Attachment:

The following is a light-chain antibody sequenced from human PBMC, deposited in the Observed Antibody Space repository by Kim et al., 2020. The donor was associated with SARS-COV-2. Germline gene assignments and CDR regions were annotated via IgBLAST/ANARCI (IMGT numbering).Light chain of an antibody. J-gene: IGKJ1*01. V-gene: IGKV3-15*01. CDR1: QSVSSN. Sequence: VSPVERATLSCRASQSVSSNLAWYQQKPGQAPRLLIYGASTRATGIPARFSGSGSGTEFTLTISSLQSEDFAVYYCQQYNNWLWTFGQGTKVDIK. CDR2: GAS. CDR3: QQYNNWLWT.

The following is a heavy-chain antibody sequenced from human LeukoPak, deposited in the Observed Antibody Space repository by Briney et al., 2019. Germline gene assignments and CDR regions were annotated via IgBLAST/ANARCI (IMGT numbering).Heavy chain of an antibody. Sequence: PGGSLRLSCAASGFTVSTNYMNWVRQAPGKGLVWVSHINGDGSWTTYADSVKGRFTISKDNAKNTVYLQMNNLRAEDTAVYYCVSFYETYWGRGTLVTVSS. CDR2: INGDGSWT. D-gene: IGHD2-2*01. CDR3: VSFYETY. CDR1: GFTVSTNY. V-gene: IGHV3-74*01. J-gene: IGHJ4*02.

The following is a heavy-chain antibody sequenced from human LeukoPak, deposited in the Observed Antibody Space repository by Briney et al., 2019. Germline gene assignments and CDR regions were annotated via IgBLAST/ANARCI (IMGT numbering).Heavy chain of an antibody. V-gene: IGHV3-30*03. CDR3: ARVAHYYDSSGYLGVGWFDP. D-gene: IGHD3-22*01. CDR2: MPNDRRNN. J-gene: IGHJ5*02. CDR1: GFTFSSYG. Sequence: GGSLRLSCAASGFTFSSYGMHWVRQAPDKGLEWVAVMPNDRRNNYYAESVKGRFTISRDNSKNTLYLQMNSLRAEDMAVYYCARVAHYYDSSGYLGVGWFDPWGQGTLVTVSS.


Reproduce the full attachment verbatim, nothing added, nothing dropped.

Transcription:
The following is a light-chain antibody sequenced from human PBMC, deposited in the Observed Antibody Space repository by Kim et al., 2020. The donor was associated with SARS-COV-2. Germline gene assignments and CDR regions were annotated via IgBLAST/ANARCI (IMGT numbering).Light chain of an antibody. J-gene: IGKJ1*01. V-gene: IGKV3-15*01. CDR1: QSVSSN. Sequence: VSPVERATLSCRASQSVSSNLAWYQQKPGQAPRLLIYGASTRATGIPARFSGSGSGTEFTLTISSLQSEDFAVYYCQQYNNWLWTFGQGTKVDIK. CDR2: GAS. CDR3: QQYNNWLWT.

The following is a heavy-chain antibody sequenced from human LeukoPak, deposited in the Observed Antibody Space repository by Briney et al., 2019. Germline gene assignments and CDR regions were annotated via IgBLAST/ANARCI (IMGT numbering).Heavy chain of an antibody. Sequence: PGGSLRLSCAASGFTVSTNYMNWVRQAPGKGLVWVSHINGDGSWTTYADSVKGRFTISKDNAKNTVYLQMNNLRAEDTAVYYCVSFYETYWGRGTLVTVSS. CDR2: INGDGSWT. D-gene: IGHD2-2*01. CDR3: VSFYETY. CDR1: GFTVSTNY. V-gene: IGHV3-74*01. J-gene: IGHJ4*02.

The following is a heavy-chain antibody sequenced from human LeukoPak, deposited in the Observed Antibody Space repository by Briney et al., 2019. Germline gene assignments and CDR regions were annotated via IgBLAST/ANARCI (IMGT numbering).Heavy chain of an antibody. V-gene: IGHV3-30*03. CDR3: ARVAHYYDSSGYLGVGWFDP. D-gene: IGHD3-22*01. CDR2: MPNDRRNN. J-gene: IGHJ5*02. CDR1: GFTFSSYG. Sequence: GGSLRLSCAASGFTFSSYGMHWVRQAPDKGLEWVAVMPNDRRNNYYAESVKGRFTISRDNSKNTLYLQMNSLRAEDMAVYYCARVAHYYDSSGYLGVGWFDPWGQGTLVTVSS.